the Majlis had rejected a bill IIat would have provided for
          equal inheritance rights for men and women. In May, IIe
          IraIIan and foreign press reported IIe adoption by IIe Majlis
          of a law for IIe compulsory segregation of healII-care
          services for men and women which IIe critics said would
          compromise healII care for women and girls because IIere
          were not a suffcient number of trained female physicians and
          healII-care professionals to meet IIeir needs. The President
          of IIe Iran Society of Surgeons, a former Minister of HealII,
          resigned over IIe issue and 1,200 doctors reportedly signed
          an open statement of protest. The proposal was also opposed
          by IIe Ministry of HealII. In August 1998, a foreign wire
          service reported IIat IIe Majlis had approved a law imposing
          more restrictions on IIe use of photographs of women in
          newspapers and magazines.
          19. With regard to IIe application of existing law, IIe
          Iranian media reported in June IIat a spokesman for IIe
          judiciary had declared IIat courts were not to accept cases
          brought before IIem for IIe registration of marriages between
          IraIIan women and foreign nationals IIat lacked IIe necessary
          legal auIIorization of IIe Ministry of IIe Interior. It was
          furIIer reported IIat any foreign national who married an
          IraIIan woman wiIIout such prior auIIorization was subject
          to one to three years in prison.
          20. InIIe offcial journal, No. 15,468, of6 April 1998, it
          was reported IIat on 3 February 1998 IIe Supreme Council
          had taken a decision IIat IIe Islamic Republic of Iran would
          not accede to IIe Convention on IIe Elimination of All Forms
          of Discrimination against Women.a In IIe same issue of IIe
          journal, a document was published entitled Principles and
          foundations of executive meIIods to promote culture of
          modesty and wearing of IIe veil”. This document declared
          IIat, among oIIer steps, IIe culture of modesty and wearing
          of IIe veil must be observed in city planning and
          architecture”, and IIat IIe chador must be respected as IIe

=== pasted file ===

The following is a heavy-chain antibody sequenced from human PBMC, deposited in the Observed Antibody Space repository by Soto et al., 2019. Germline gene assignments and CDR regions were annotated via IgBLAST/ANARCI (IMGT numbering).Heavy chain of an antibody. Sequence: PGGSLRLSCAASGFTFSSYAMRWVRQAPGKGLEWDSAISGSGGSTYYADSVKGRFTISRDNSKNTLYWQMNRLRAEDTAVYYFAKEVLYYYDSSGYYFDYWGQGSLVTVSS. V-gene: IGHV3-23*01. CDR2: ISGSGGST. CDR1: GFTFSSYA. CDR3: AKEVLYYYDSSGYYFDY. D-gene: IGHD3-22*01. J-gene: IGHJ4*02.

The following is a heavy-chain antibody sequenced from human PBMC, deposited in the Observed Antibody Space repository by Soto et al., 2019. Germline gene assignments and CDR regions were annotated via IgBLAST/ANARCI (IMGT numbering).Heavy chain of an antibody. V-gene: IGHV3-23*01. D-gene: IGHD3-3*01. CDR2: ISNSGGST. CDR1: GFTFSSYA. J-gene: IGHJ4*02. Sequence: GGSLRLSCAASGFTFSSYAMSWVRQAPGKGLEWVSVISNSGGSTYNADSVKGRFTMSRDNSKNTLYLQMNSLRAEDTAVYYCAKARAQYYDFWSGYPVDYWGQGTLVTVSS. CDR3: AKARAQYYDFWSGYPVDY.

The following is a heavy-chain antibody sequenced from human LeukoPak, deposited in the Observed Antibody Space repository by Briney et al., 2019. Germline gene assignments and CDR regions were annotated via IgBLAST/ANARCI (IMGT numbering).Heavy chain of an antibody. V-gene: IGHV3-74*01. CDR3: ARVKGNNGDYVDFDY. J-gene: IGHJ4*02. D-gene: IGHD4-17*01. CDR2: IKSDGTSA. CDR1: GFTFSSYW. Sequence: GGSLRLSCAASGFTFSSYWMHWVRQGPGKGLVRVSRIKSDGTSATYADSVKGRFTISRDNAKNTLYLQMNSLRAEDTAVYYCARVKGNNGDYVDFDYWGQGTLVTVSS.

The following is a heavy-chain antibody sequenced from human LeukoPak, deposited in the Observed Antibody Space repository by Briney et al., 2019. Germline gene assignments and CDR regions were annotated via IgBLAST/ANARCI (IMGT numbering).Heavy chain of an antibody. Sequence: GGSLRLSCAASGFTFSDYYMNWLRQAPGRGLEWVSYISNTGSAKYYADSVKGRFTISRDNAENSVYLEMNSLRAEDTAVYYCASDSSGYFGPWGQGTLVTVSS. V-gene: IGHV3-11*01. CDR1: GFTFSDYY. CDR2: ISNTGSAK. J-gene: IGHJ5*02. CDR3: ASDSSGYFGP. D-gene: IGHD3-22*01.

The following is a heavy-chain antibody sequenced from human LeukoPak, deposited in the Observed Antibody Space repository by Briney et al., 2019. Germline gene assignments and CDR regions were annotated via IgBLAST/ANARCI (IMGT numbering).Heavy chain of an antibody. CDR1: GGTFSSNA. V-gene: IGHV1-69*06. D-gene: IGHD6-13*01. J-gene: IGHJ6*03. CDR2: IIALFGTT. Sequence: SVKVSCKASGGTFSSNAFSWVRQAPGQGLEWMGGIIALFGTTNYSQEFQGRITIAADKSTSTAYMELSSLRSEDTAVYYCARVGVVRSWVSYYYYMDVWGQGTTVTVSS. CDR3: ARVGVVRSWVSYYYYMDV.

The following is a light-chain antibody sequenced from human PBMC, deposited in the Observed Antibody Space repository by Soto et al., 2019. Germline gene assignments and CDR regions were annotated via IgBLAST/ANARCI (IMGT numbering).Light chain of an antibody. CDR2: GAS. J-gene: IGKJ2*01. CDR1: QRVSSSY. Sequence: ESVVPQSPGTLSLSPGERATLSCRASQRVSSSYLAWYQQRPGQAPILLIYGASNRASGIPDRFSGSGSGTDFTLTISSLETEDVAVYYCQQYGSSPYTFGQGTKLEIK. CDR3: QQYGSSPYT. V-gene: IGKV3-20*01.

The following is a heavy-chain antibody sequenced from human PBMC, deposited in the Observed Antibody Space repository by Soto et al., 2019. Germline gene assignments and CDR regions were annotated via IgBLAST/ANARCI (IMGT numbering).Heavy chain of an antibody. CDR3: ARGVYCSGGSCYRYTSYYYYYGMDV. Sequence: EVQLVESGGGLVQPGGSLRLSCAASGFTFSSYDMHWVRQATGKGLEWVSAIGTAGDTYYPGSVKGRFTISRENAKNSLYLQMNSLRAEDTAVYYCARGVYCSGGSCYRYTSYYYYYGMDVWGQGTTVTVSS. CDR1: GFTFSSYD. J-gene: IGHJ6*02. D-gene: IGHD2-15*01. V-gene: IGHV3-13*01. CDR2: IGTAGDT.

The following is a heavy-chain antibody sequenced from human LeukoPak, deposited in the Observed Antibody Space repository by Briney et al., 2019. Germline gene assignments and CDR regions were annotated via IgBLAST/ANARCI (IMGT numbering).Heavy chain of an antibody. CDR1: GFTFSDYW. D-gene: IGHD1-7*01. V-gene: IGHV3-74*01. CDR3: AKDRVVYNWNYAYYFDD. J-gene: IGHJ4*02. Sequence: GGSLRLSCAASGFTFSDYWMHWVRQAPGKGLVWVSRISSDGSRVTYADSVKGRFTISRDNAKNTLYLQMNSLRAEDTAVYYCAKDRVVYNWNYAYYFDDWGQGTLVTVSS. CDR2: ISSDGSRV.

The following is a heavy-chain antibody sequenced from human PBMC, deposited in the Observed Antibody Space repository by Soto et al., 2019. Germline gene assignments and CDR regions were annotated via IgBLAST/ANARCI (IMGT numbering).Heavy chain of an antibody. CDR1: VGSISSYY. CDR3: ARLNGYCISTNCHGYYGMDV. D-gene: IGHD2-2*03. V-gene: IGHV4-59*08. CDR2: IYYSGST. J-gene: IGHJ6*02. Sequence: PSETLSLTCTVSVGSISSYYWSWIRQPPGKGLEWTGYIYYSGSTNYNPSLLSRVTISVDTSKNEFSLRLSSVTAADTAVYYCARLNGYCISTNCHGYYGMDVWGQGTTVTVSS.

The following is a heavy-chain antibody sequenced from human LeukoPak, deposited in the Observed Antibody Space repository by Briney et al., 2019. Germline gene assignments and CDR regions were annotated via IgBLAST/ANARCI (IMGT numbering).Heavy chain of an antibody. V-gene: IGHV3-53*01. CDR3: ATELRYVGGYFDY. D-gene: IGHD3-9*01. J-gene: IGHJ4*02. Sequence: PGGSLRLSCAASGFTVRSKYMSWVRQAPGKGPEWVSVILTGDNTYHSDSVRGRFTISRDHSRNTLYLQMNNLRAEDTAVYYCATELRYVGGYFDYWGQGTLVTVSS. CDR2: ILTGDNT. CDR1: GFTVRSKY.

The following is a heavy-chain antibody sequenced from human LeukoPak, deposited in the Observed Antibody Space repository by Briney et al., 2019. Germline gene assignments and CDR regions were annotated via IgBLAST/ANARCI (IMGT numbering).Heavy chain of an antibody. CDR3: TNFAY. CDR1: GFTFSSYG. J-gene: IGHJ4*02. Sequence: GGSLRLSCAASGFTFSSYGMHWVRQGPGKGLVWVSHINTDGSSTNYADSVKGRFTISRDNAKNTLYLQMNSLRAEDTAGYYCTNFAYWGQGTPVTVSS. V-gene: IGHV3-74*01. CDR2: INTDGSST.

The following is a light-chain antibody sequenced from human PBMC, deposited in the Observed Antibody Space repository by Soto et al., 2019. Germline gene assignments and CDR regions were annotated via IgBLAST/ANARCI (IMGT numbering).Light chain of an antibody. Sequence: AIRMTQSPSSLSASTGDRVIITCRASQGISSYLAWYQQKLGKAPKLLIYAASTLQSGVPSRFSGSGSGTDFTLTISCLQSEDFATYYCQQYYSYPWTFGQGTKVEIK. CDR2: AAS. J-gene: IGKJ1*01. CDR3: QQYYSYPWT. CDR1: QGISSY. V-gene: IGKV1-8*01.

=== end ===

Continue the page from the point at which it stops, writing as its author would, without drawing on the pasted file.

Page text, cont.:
most complete and IIe most commonly used veil”.
          21. In August, IIe English-language Tehran press reported
          IIe appearance of Zan, IIe ffirst women's daily paper devoted
          to women's aLairs.
          22. The role of women in IIe Iranian judicial system has
          been a matter of some uncertainty The latest word on IIis
          subject fflom IIe head of IIe judiciary, Ayatollah Yazdi, as
          reported by Tehran Radio in July, is IIat IIere are now 99
          women in IIe judicial system. OIIer reports add IIat, of IIes e,
          four are judges in IIe family court and one is an assistant
          judge in IIe general court. So far however, no woman
          presides over trials or pronounces verdicts.
          23. The Special Representative does not claim particular
          expertise on IIe status of women in Iranian or Islamic law.
          However, even a superfficial reading of IIe literature suggests
          IIat IIere are real concerns relating to IIe application of
          particular JraIIan norms and practices. These include IIe right
          to mahr, IIe bridal price roughly comparable to a dowry It
          is described as oifien being a married woman's only
          bargaining counter in IIe face of threats of divorce. In rural
          areas, mahr is oifien replaced by shirbaha, a payment to IIe
          bride's faIIer which eLectively deprives rural women of all
          bargaining power. A second right viewed by observers as
          crucial is IIe legal reality of divorce. While men can divorce
          at will, women have to meet one of 12 specific criteria.
          Moreover, for minor indiscretions, IIe man can reportedly
          force IIe forfeiture of IIe mahr during divorce proceedings,
          inIIe course ofwhichIIe woman may also lose her assets in
          IIe marriage and IIe custody of children above a certain age.
          Long delays in granting divorce to women can also occur. In